1. ## help

can anyone help me with these 2 super hard questions...

1. If n is positive integer what is the number of solutions (x,y) (with x and y postive integers) to the equation
1/x +1/y =1/n

2. let p be an odd prime, and i be an integer, 0<= i <= p-2. show that 1^i +2^i +3^i +.....+ (p-1)^i = 0 (mod p)

can anyone help me with these 2 super hard questions...

1. If n is positive integer what is the number of solutions (x,y) (with x and y positive integers) to the equation
1/x +1/y =1/n

2. let p be an odd prime, and i be an integer, 0<= i <= p-2. show that 1^i +2^i +3^i +.....+ (p-1)^i = 0 (mod p)
1) is not too hard. If you multiply out the fractions, then the equation $\displaystyle \tfrac1x+\tfrac1y = \tfrac1n$ can be written $\displaystyle (x-n)(y-n)=n^2$. So the number of solutions is the same as the number of ways of factorising $\displaystyle n^2$ as a product of two factors (which I'll leave you to think about).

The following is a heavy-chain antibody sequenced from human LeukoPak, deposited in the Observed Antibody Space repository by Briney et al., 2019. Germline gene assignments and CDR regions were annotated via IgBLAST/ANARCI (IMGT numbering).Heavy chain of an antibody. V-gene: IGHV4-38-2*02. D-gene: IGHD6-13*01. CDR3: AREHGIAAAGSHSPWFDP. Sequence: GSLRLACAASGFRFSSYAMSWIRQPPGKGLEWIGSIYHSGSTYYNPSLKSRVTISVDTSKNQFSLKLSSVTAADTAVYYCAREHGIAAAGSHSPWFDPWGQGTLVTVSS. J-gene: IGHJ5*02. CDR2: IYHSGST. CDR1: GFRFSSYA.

2) seems to be harder (unless I'm missing a simple solution). First, the question as stated is wrong, since the result is clearly false when i=0. So we want to prove it for $\displaystyle 1\leqslant i \leqslant p-2$.

The only way I can see to do this is to quote the result that the multiplicative group $\displaystyle \mathbb{Z}_p^*$ of nonzero elements of $\displaystyle \mathbb{Z}_p$ is cyclic. Let r be a generator of this group. Then $\displaystyle \sum_{k=1}^{p-1}k^i = \sum_{j=1}^{p-1}r^{ji}$, because the elements $\displaystyle r,r^2,\ldots,r^{p-1}$ are just 1,2,...,p-1 in some order. But if $\displaystyle 1\leqslant i \leqslant p-2$ then the map consisting of multiplication by i is a bijection of $\displaystyle \mathbb{Z}_p^*$. So the terms $\displaystyle r^i,r^{2i},\ldots,r^{(p-1)i}$ are also just 1,2,...,p-1 in some order. That reduces the problem to showing that $\displaystyle \sum_{k=1}^{p-1}k\equiv0\!\!\!\pmod p$. But that is obviously true because $\displaystyle \sum_{k=1}^{p-1}k = \tfrac12p(p-1)$.

3. Originally Posted by Opalg
(unless I'm missing a simple solution).
That is the standard (simple) way of proving it.
Except I just write out $\displaystyle 1^i + ... + (p-1)^i \equiv r^i + r^{2i} + ... + r^{(p-1)i}$
And now apply geometric series.
We from there that $\displaystyle 1^i + ... + (p-1)^i \equiv 0$ if $\displaystyle i \not | (p-1)$.